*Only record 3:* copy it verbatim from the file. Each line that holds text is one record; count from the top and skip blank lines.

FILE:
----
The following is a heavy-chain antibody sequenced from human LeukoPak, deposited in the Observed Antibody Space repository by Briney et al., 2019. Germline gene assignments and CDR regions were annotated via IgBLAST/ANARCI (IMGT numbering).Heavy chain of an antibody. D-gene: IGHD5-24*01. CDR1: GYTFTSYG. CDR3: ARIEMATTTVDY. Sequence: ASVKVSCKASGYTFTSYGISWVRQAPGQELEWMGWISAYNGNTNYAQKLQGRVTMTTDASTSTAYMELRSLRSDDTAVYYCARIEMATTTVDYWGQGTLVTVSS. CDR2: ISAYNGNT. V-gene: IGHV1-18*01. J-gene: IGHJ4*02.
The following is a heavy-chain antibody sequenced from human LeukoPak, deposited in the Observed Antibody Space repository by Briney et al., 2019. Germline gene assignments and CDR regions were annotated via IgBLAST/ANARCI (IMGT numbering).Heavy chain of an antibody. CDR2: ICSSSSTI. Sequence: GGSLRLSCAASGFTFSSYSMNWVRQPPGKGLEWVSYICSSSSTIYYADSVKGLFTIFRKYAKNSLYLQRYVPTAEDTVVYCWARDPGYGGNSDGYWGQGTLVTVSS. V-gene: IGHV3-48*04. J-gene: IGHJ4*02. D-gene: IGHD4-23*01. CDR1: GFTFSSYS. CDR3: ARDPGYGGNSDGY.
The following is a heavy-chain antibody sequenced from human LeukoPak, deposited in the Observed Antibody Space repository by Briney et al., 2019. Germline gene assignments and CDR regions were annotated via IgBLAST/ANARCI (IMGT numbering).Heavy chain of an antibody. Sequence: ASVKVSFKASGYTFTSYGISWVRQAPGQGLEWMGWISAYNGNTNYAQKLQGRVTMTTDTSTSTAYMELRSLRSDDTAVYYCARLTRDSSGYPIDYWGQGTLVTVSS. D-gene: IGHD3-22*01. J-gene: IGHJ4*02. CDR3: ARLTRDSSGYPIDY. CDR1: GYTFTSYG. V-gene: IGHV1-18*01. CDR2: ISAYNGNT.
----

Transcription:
The following is a heavy-chain antibody sequenced from human LeukoPak, deposited in the Observed Antibody Space repository by Briney et al., 2019. Germline gene assignments and CDR regions were annotated via IgBLAST/ANARCI (IMGT numbering).Heavy chain of an antibody. Sequence: ASVKVSFKASGYTFTSYGISWVRQAPGQGLEWMGWISAYNGNTNYAQKLQGRVTMTTDTSTSTAYMELRSLRSDDTAVYYCARLTRDSSGYPIDYWGQGTLVTVSS. D-gene: IGHD3-22*01. J-gene: IGHJ4*02. CDR3: ARLTRDSSGYPIDY. CDR1: GYTFTSYG. V-gene: IGHV1-18*01. CDR2: ISAYNGNT.